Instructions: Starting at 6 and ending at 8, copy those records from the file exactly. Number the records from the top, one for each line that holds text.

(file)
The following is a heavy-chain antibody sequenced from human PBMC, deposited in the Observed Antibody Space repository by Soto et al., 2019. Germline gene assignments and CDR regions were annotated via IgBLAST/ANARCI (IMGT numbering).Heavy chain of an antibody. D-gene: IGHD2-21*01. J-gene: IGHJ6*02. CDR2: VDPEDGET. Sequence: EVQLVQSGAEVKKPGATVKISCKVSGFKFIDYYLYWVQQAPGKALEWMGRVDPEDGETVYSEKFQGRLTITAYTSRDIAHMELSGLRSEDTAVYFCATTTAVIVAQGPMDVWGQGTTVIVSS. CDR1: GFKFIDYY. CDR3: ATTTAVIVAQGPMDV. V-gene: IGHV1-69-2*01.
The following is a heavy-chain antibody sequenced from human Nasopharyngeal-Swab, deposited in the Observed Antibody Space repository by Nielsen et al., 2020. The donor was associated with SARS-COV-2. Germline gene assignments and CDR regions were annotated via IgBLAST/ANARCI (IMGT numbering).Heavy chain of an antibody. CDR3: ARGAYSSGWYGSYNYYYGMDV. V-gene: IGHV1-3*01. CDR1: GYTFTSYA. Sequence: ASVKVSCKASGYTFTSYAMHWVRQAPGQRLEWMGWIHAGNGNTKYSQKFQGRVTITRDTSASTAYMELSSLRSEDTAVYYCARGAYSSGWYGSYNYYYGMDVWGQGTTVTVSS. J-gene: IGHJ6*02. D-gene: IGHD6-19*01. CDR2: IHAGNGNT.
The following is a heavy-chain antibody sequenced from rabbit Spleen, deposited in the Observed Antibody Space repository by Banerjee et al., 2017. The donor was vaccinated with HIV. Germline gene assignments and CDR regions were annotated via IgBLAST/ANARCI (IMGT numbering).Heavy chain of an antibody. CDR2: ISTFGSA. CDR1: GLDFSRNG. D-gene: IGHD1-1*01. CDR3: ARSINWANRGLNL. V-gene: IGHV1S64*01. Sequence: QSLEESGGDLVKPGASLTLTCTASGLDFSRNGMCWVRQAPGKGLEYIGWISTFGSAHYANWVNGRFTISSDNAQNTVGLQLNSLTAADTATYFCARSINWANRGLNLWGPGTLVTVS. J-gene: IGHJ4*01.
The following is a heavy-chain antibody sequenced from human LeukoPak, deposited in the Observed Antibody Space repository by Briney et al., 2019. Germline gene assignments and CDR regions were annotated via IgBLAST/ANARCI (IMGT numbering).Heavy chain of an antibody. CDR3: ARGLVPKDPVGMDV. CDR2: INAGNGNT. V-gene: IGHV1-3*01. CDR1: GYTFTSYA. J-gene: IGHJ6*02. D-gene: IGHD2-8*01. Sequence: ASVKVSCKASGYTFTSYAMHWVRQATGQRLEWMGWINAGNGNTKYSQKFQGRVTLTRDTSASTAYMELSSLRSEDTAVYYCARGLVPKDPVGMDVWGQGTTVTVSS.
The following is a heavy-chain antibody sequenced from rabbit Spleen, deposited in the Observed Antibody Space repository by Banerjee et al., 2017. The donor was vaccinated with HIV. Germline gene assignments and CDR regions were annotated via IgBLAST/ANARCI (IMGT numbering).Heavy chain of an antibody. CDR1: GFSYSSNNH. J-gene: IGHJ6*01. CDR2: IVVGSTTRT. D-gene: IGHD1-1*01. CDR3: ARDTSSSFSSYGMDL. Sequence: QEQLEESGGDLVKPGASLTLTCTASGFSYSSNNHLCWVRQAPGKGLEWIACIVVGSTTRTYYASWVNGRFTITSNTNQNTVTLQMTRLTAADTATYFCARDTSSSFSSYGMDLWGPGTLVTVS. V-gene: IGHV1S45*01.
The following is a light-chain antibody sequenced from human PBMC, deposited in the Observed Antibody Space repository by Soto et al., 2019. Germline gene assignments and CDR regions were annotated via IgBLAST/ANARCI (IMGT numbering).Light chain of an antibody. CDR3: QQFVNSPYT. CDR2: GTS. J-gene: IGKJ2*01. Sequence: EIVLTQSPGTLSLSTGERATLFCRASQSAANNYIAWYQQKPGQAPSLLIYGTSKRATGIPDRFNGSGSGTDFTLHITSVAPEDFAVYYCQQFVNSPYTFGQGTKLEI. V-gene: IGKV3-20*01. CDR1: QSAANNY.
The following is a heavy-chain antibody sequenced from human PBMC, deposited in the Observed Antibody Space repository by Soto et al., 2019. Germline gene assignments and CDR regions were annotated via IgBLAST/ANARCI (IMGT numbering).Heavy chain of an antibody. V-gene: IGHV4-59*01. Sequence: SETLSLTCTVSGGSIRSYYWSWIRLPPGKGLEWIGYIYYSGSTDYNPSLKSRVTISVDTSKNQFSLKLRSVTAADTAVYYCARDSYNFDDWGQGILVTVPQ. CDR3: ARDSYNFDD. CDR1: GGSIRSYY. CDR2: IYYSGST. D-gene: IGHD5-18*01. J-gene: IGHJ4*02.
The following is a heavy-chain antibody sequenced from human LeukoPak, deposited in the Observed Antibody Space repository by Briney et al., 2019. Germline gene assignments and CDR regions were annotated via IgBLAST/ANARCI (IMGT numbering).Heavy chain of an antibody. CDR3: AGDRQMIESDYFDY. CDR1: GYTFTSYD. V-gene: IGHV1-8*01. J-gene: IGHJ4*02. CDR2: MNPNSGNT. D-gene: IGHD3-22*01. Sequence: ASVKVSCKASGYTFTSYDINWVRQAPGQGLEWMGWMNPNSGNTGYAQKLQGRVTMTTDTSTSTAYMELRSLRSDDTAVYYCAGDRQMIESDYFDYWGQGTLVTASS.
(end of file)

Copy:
The following is a light-chain antibody sequenced from human PBMC, deposited in the Observed Antibody Space repository by Soto et al., 2019. Germline gene assignments and CDR regions were annotated via IgBLAST/ANARCI (IMGT numbering).Light chain of an antibody. CDR3: QQFVNSPYT. CDR2: GTS. J-gene: IGKJ2*01. Sequence: EIVLTQSPGTLSLSTGERATLFCRASQSAANNYIAWYQQKPGQAPSLLIYGTSKRATGIPDRFNGSGSGTDFTLHITSVAPEDFAVYYCQQFVNSPYTFGQGTKLEI. V-gene: IGKV3-20*01. CDR1: QSAANNY.
The following is a heavy-chain antibody sequenced from human PBMC, deposited in the Observed Antibody Space repository by Soto et al., 2019. Germline gene assignments and CDR regions were annotated via IgBLAST/ANARCI (IMGT numbering).Heavy chain of an antibody. V-gene: IGHV4-59*01. Sequence: SETLSLTCTVSGGSIRSYYWSWIRLPPGKGLEWIGYIYYSGSTDYNPSLKSRVTISVDTSKNQFSLKLRSVTAADTAVYYCARDSYNFDDWGQGILVTVPQ. CDR3: ARDSYNFDD. CDR1: GGSIRSYY. CDR2: IYYSGST. D-gene: IGHD5-18*01. J-gene: IGHJ4*02.
The following is a heavy-chain antibody sequenced from human LeukoPak, deposited in the Observed Antibody Space repository by Briney et al., 2019. Germline gene assignments and CDR regions were annotated via IgBLAST/ANARCI (IMGT numbering).Heavy chain of an antibody. CDR3: AGDRQMIESDYFDY. CDR1: GYTFTSYD. V-gene: IGHV1-8*01. J-gene: IGHJ4*02. CDR2: MNPNSGNT. D-gene: IGHD3-22*01. Sequence: ASVKVSCKASGYTFTSYDINWVRQAPGQGLEWMGWMNPNSGNTGYAQKLQGRVTMTTDTSTSTAYMELRSLRSDDTAVYYCAGDRQMIESDYFDYWGQGTLVTASS.